I have been trying to find a way to do ink reviews for this blog but have never gotten down to doing any — so when I was sponsored this J. Herbin Scented Ink set from Fook Hing Trading Co., I knew I had to design a nice ink review!
J. Herbin is a French brand specializing in calligraphy supplies, and I guess it is safe to say that it is one of the more popular European ink brands for fountain pen users. Offering a wide range of colours to choose from, I often find myself unable to decide which colours I really want! That’s made even worse when I went to Paris and spotted J. Herbin ink taps — now, that’s pure torture! 🙁 So when I was offered these inks for a review and giveaway, I gladly accepted and instantly went to buy a new notebook to use as an ink journal.
The J. Herbin Encres Parfumées (which means “Perfumed Inks” in French) come in 5 different colours. The most basic description for the colours would have been Red, Blue, Amber, Green, and Purple. That pretty much covers the main colours that fountain pen people use (with the exception of Black, of course). But going deeper into the names that these scented inks have been christened, we can know where the colours (and scents) have been inspired from.
A little background information: according to the J. Herbin website, these inks have been designed and matched with floral water (also knowns as hydrosols) of rose, lavender, orange, apple, and violets (note: the flowers, not the fruits). And of course, these fragrances all come from Grasse, a town in the south of France (Provence region), which I often call “the perfume haven”. Provence itself is a region that I am totally in love with: blue sky, Mediterranean climate… a place I aspire to live or retire in! Before I get too dreamy, let’s get back to the main topic: the inks!
I’ll explain first how I do my ink journaling. I fill a pen with the ink, and prepare a form on a page of the nice little notebook that I bought. I have a page per ink, so I include information such as the name of the ink, the pen used, ink properties like shading and drying time, a cotton swab test, a glass dip pen test… I also have a writing sample of a paragraph of words taken from places like novels or Wikipedia at random. This is to have an idea of how the colour looks like in writing. Finally, I have my water drop test where I have a written phrase, a coloured blotch of ink, and a cotton swab blotch of ink, and I drip water from about 5cm above the page onto the 3 samples, let them soak in for a few seconds, and absorb the excess water with tissue paper. Fountain pen inks are water-based and get washed off easily, and this test is to see how resistant each ink is with water.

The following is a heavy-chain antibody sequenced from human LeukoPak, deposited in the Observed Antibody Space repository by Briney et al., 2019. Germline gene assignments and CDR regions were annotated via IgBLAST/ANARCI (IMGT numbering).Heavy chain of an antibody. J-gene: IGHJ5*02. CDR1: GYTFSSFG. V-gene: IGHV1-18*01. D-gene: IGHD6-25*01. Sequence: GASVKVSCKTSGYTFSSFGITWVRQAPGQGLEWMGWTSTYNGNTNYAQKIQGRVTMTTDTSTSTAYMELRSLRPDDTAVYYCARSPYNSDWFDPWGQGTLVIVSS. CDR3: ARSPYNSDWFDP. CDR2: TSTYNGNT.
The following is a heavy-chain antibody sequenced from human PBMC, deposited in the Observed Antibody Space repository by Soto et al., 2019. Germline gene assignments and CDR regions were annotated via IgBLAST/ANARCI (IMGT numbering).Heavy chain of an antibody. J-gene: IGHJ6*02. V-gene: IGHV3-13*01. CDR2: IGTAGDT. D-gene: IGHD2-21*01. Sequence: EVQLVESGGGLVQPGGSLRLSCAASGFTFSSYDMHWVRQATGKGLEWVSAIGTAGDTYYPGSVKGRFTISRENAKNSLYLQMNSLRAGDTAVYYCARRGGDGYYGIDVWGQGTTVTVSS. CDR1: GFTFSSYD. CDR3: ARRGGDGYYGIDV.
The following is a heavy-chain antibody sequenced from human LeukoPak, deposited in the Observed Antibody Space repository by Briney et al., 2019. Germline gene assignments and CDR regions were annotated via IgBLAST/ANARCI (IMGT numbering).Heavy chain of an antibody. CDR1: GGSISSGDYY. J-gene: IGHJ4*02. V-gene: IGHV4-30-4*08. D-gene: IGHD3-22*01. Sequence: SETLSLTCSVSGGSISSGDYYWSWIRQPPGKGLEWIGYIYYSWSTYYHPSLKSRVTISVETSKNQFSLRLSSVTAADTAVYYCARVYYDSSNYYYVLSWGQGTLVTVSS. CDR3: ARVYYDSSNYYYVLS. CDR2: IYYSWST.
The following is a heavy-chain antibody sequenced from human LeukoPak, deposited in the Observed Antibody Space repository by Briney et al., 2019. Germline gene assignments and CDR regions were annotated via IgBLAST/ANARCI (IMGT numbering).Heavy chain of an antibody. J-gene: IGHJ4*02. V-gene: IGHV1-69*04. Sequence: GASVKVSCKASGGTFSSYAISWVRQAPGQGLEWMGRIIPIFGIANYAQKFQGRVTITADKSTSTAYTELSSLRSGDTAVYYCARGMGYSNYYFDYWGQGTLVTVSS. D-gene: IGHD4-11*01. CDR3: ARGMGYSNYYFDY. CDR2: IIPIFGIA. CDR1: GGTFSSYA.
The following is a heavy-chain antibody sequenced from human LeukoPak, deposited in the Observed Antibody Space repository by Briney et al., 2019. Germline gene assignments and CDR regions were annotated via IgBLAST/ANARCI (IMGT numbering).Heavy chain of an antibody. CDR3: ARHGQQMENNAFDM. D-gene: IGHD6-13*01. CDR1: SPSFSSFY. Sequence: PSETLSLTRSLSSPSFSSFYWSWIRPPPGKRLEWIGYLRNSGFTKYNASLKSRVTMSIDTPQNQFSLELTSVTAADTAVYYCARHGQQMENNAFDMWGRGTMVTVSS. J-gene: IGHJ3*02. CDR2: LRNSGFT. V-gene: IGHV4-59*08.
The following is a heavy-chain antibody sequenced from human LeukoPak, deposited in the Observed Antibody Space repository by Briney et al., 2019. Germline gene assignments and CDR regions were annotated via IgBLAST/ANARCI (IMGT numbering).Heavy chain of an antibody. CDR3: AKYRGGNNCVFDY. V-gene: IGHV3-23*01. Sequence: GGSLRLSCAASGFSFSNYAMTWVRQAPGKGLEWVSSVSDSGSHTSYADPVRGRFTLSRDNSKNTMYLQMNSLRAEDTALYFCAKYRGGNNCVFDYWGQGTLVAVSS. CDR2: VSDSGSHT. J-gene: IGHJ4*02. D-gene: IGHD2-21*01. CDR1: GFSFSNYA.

As it is my first time using scented ink, I wasn’t sure if it may spoil my pens or not — being a little paranoid about such things sometimes — so I chose to fill my lower value Chinese pens with the inks.
The series of scented inks is called Les Subtiles (The Subtle) and can be purchased separately, or together like in this pack of 5. This special pack provides you 10mL “essences” or samples of the 5 different inks, thus named “Les Essences Subtiles“. We have Rose Red, Lavender Blue, Amber Orange, Apple Green, and Violet Purple. Have a look at how they look like, and my comments for each colour:
Rose red: it’s a strong red colour but with a hint of pink, that reminds me of the colour of a young rose. You may not be able to spot the pinkness in the scan I attached in this post because somehow I other, I could not get the hue right! Elegant and charming colour. Dries on this paper really quickly (about 4 seconds) so it’s ideal for me as a leftie as it won’t rub off onto my hands while I write quickly. The water drop test shows that it is not so resistant to water attack, as almost all of the ink has been taken off in the areas where the water touched.
Lavender Blue: This is a very muted blue and surprisingly hints almost at lavender purple when it dries in certain areas. Interesting ink. It takes the longest to dry among all 5 inks (about 17 seconds or so) but it seems to be dependent on the writing angle of my pen and how the ink is laid onto the paper. In any case, I’m pretty sure it dries the slowest. Water resistance is as poor as the red — most of the colour is gone with the drops of water.